Parkland Speaks: Survivors From Marjory Stoneman Douglas Share Their Stories

Posted January 30, 2019 by shooting in Book Review / 16 Comments

Parkland Speaks: Survivors From Marjory Stoneman Douglas Share Their Stories, edited by MSD teacher, Sarah Lerner

Review by Lauren

source: copy from publisher; all opinions are my own

Official Summary (add to Goodreads)The students of Marjory Stoneman Douglas High School share their emotional journeys that began on February 14, 2018, and continue today. This revealing and unfiltered look at teens living in the wake of tragedy is a poignant representation of grief, anger, determination, healing, and hope.

The intimate collection includes poetry, eyewitness accounts, letters, speeches, journal entries, drawings, and photographs from the events of February 14 and its aftermath. Full of heartbreaking loss, a rally cry for change, and hope for a safe future, these artistic pieces will inspire readers to reflect on their own lives and the importance of valuing and protecting the ones you love.

Review: On February 14, 2018, a gunman in Parkland, Florida entered Marjory Stoneman Douglas High School and killed 17 people…and injuring many others. Parkland Speaks is a collection of writing, art, and photographs from students at MSD, reflecting on this terrible tragedy and how their lives have been irrevocably changed.

Parkland Speaks - art, photos, and writing from the survivors of the Marjory Stoneman Douglas school shooting. Everyone should read this. #bookreview #ontheblog Click To Tweet

I really loved that the book was edited by an MSD teacher, Sarah Lerner, who also shares her own thoughts within these pages. This is a book that is difficult to read, and it will probably be something you read a little at a time, but it’s also many other things too – inspiring, hopeful, and full of so much courage.

One of the poems in the book that really stood out to me is Can’t You Hear? by Alyson Sheehy:

You can blame what you want, pull on whatever thread

Bully us into silence and treat us like we don’t matter.

However, don’t forget there is no future when all of us

are dead

Although it seems that is still not enough for all lives

to matter.

Can’t you hear the screams now? Cause they are only growing louder.

Powerful, isn’t it? MSD students have been outspoken about change in gun laws ever since February 14, 2018. You’ve probably seen their names in the news and their pictures in magazines. I like that this book focuses on students you may not have already heard from, but it also includes some of the known names, like Emma González. On February 17, 2018 (yes, just three days after the shooting), Emma gave a wonderful speech known as “We Call BS Speech” and this book includes excerpts from it. Here is a sample:

They say that tougher gun laws do not decrease gun violence. We call BS.

They say a good guy with a gun stops a bad guy with a gun. We call BS.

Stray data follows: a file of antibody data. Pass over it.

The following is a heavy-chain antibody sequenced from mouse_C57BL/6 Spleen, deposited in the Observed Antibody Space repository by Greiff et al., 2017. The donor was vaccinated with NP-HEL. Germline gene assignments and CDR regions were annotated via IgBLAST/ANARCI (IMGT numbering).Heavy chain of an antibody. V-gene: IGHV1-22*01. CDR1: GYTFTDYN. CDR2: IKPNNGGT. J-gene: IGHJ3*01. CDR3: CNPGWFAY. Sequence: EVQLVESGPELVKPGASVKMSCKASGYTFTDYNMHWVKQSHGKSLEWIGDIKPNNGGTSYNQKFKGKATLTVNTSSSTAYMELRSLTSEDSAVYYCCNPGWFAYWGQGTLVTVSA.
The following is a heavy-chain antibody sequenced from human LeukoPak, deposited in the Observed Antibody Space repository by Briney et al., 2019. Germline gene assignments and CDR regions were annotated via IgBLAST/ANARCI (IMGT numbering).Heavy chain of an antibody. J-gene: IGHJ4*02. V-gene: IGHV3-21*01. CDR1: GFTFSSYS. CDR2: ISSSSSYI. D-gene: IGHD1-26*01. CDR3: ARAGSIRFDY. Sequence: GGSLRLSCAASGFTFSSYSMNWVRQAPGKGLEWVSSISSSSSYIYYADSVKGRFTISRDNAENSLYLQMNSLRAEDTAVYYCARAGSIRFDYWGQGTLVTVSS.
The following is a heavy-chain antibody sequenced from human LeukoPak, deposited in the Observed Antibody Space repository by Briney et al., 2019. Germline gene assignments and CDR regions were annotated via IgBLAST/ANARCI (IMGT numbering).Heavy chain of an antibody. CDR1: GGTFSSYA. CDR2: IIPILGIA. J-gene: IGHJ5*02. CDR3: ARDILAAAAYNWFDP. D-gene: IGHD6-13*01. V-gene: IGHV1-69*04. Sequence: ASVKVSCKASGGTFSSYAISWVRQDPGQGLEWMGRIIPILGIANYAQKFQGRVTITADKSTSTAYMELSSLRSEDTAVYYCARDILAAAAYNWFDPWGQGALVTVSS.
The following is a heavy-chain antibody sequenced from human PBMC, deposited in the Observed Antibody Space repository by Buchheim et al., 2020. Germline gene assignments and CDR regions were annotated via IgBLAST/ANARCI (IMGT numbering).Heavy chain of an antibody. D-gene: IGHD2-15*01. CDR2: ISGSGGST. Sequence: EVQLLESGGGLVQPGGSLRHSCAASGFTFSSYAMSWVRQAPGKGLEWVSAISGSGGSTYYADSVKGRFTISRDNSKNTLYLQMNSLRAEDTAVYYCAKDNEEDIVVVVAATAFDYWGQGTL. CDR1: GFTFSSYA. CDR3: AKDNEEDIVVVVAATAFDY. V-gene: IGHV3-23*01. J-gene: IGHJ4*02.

They says guns are just tools like knives and are as dangerous as cars. We call BS.

They say no laws could have prevented the hundreds of senseless tragedies that have occurred. We call BS.

That us kids don’t know what we’re talking about, that we’re too young to understand how the government works. We call BS.

Again, powerful words. I’m in awe of all these kids, of everything they have survived. I’m in awe of all those who have been affected by gun violence – in school, at work, in the movie theaters, across the country and the world. I’m in awe, but I’m so sad that these things keep happening. Things need to change, and maybe it’ll start with the young. I have hope for a beautiful future.

I highly recommend Parkland Speaks. It’s needed in every school, every library, every home. Don’t let these voices be silenced.

16 responses to “Parkland Speaks: Survivors From Marjory Stoneman Douglas Share Their Stories

  1. These kids take my breath away for how hard they’re working to change things. This book sounds brilliant, and I like that a teacher edited this. Great review, Lauren.

  2. RO

    This was such a tragedy that still makes me cry with sadness for what these poor kids went through, and everything they saw will forever be etched in their memories. I commend their strength for wanting things to be better and for sharing their feelings. How brave to share these painful stories.

  3. Oh wow. I’d like to read this too. A little at the time because it totally breaks my heart, and it’s unthinkable that so many young kids have to have something like this to deal with. These words are incredibly powerful and they do provide hope that change is possible with persistence. Thank you for sharing this review, Lauren. ❤️

  4. Man, reading this book has got to be so emotional. What an important piece of culture and art, though! How powerful for them to express their experiences and thoughts and raw emotions like this! I’d like to read it some time soon.

  5. This sounds like an important and powerful read. I think I will definitely make time for this one and just know that I might have to take it a little at a time as you suggest. I can’t believe it’s almost been a year already.

  6. I want to read this, even though I know it will also be incredibly hard to handle emotionally. I can’t imagine how difficult this last year has been for the students and their parents.

  7. I have been eyeing this one. I really do want to read it. Those excerpts you shared are powerful. I truly hope that this next generation will continue to stand up and fight for change!

  8. Jen

    Wow that is powerful. It all needs to stop. I hope my kids and other ones like them can be the change makers my generation seems to have lagged on.

  9. School shootings is a topic I haven’t been able to read 🙁 Made me way too anxious, But I’m glad people are writing about it! We need this topic fresh in everyone;s minds!

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